Of all the devastating celebrity breakups that rolled through 2018, perhaps the most gutting of all was the split between Jenny Slate and Chris Evans. The Internet-beloved couple began dating in 2016, called it off in 2017, got back together shortly thereafter, and then parted ways again in early 2018; through it all, they continued saying simply the nicest things about each other: “She’s my favorite human,” Evans said of Slate; “His heart is probably golden-colored,” Slate said of Evans.

But why was everyone so invested in their relationship from the start? Evans was recently posed the question in an interview with Men’s Journal, on whose cover the actor currently appears. Was it, the writer proposed, “because folks figured him for someone more, well, bro-ish”? Evans thinks yes! (Not that that’s a leading question or anything.) “I think she may have even, at first,” he went on. “But then she was just like, ‘Man, you’re not like what I thought you were going to be.’”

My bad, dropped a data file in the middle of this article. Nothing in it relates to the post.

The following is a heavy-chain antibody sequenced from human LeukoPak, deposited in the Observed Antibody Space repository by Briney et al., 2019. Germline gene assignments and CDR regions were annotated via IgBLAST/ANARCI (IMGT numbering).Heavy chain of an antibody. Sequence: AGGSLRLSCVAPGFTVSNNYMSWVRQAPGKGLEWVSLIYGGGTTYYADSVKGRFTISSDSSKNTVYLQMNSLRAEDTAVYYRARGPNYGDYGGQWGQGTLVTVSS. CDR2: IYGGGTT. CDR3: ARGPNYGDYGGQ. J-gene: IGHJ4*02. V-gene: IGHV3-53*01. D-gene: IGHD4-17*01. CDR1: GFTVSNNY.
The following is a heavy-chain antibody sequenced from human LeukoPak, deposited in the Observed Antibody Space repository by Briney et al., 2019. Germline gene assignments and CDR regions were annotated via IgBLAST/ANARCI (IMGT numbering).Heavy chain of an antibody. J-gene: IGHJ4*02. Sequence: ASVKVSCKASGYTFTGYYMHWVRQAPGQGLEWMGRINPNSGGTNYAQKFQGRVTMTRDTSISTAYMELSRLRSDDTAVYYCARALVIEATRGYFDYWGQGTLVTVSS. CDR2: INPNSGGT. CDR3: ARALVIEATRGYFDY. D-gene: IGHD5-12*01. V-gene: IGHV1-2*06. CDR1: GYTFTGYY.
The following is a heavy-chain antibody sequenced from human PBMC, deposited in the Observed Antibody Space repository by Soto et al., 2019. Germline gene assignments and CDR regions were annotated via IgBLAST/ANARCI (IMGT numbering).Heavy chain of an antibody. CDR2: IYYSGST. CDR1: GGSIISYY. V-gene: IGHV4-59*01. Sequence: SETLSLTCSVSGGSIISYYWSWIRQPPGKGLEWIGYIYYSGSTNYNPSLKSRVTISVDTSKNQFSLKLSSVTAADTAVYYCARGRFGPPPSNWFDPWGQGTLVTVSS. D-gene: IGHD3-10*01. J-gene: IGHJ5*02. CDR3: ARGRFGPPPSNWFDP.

Slate, and everyone else, was not wrong to think of Evans as a little bit of a bro, though: “I can speak fluent bro, but I don’t consider myself one. I wear a hat, and I drink beer, and I like sports,” he said. Sounds like a bro. “But I was a big theater dork in high school, you know what I mean?”

Evans hasn’t been publicly linked with anyone else since his most recent split with Slate (she, by contrast, is rumored to be dating curator Ben Shattuck, because everyone wants an art bro now and not, say, Captain America), but he’s still looking forward to settling down, apparently. “I really want kids. Yeah, I do. I like pretty pedestrian, domestic things. I want a wife, I want kids,” he said. “I like ceremony. I want to carve pumpkins and decorate Christmas trees and s--t like that.” In a few short sentences, Chris Evans, the Avengers's best ass, transformed himself into a dad.

In his quest for domestic bliss, there’s one important thing to know about Chris Evans. If there’s one thing he is, apparently, not looking for in a relationship, it’s someone who “adopts” his “life,” he told the Hollywood Reporter, because “that can feel a bit suffocating.” Duly noted.